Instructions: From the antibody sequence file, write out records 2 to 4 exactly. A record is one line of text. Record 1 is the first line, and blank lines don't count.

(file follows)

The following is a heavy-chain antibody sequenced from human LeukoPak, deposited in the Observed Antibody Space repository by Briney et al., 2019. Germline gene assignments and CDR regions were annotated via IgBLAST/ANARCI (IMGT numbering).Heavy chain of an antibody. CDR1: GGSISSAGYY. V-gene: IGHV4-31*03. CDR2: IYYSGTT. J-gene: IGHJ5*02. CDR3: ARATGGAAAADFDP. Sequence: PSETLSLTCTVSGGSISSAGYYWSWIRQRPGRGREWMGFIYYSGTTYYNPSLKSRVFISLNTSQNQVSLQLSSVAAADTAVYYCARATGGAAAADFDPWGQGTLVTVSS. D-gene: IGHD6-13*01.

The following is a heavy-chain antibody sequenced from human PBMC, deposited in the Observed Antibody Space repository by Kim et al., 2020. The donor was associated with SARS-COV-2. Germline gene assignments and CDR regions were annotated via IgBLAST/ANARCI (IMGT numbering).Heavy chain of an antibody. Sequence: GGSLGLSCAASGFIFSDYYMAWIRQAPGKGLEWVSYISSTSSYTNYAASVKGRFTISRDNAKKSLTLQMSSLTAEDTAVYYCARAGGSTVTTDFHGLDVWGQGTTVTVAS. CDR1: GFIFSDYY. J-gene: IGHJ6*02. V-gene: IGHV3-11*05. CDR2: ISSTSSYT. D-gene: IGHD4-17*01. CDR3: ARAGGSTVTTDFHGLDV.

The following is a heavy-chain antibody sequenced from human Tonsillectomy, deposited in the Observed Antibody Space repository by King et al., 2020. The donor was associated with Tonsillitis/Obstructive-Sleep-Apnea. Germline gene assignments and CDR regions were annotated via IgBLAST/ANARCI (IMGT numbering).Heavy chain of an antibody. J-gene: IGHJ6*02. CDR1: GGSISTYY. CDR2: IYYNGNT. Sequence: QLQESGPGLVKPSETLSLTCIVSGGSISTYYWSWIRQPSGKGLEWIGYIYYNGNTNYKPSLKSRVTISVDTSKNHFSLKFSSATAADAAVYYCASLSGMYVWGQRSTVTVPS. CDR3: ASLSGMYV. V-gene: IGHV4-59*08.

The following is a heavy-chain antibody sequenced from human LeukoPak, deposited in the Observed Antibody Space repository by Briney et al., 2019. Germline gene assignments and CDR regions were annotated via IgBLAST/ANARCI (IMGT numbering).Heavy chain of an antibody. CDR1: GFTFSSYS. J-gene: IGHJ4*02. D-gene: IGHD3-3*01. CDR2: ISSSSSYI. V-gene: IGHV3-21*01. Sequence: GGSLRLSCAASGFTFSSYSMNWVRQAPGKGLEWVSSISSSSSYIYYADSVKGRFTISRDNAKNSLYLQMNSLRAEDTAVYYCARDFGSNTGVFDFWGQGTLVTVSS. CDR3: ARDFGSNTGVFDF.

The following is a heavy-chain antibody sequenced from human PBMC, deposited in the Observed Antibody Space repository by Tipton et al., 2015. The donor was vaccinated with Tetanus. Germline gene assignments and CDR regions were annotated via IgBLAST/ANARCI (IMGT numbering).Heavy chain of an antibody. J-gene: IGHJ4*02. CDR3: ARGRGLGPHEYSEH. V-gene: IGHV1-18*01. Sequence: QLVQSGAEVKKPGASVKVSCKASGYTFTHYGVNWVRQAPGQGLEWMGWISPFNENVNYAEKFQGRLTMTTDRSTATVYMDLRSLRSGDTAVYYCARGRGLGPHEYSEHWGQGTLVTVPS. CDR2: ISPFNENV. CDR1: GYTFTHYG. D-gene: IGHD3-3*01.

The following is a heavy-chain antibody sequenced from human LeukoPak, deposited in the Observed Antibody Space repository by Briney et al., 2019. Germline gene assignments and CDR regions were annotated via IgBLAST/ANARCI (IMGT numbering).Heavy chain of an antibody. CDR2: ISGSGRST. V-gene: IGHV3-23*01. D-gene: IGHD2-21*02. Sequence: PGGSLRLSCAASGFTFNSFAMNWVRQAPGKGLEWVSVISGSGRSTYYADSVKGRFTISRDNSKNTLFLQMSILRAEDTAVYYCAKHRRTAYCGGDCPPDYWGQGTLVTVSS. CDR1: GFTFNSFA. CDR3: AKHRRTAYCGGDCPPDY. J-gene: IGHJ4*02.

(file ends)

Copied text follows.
The following is a heavy-chain antibody sequenced from human PBMC, deposited in the Observed Antibody Space repository by Kim et al., 2020. The donor was associated with SARS-COV-2. Germline gene assignments and CDR regions were annotated via IgBLAST/ANARCI (IMGT numbering).Heavy chain of an antibody. Sequence: GGSLGLSCAASGFIFSDYYMAWIRQAPGKGLEWVSYISSTSSYTNYAASVKGRFTISRDNAKKSLTLQMSSLTAEDTAVYYCARAGGSTVTTDFHGLDVWGQGTTVTVAS. CDR1: GFIFSDYY. J-gene: IGHJ6*02. V-gene: IGHV3-11*05. CDR2: ISSTSSYT. D-gene: IGHD4-17*01. CDR3: ARAGGSTVTTDFHGLDV.

The following is a heavy-chain antibody sequenced from human Tonsillectomy, deposited in the Observed Antibody Space repository by King et al., 2020. The donor was associated with Tonsillitis/Obstructive-Sleep-Apnea. Germline gene assignments and CDR regions were annotated via IgBLAST/ANARCI (IMGT numbering).Heavy chain of an antibody. J-gene: IGHJ6*02. CDR1: GGSISTYY. CDR2: IYYNGNT. Sequence: QLQESGPGLVKPSETLSLTCIVSGGSISTYYWSWIRQPSGKGLEWIGYIYYNGNTNYKPSLKSRVTISVDTSKNHFSLKFSSATAADAAVYYCASLSGMYVWGQRSTVTVPS. CDR3: ASLSGMYV. V-gene: IGHV4-59*08.

The following is a heavy-chain antibody sequenced from human LeukoPak, deposited in the Observed Antibody Space repository by Briney et al., 2019. Germline gene assignments and CDR regions were annotated via IgBLAST/ANARCI (IMGT numbering).Heavy chain of an antibody. CDR1: GFTFSSYS. J-gene: IGHJ4*02. D-gene: IGHD3-3*01. CDR2: ISSSSSYI. V-gene: IGHV3-21*01. Sequence: GGSLRLSCAASGFTFSSYSMNWVRQAPGKGLEWVSSISSSSSYIYYADSVKGRFTISRDNAKNSLYLQMNSLRAEDTAVYYCARDFGSNTGVFDFWGQGTLVTVSS. CDR3: ARDFGSNTGVFDF.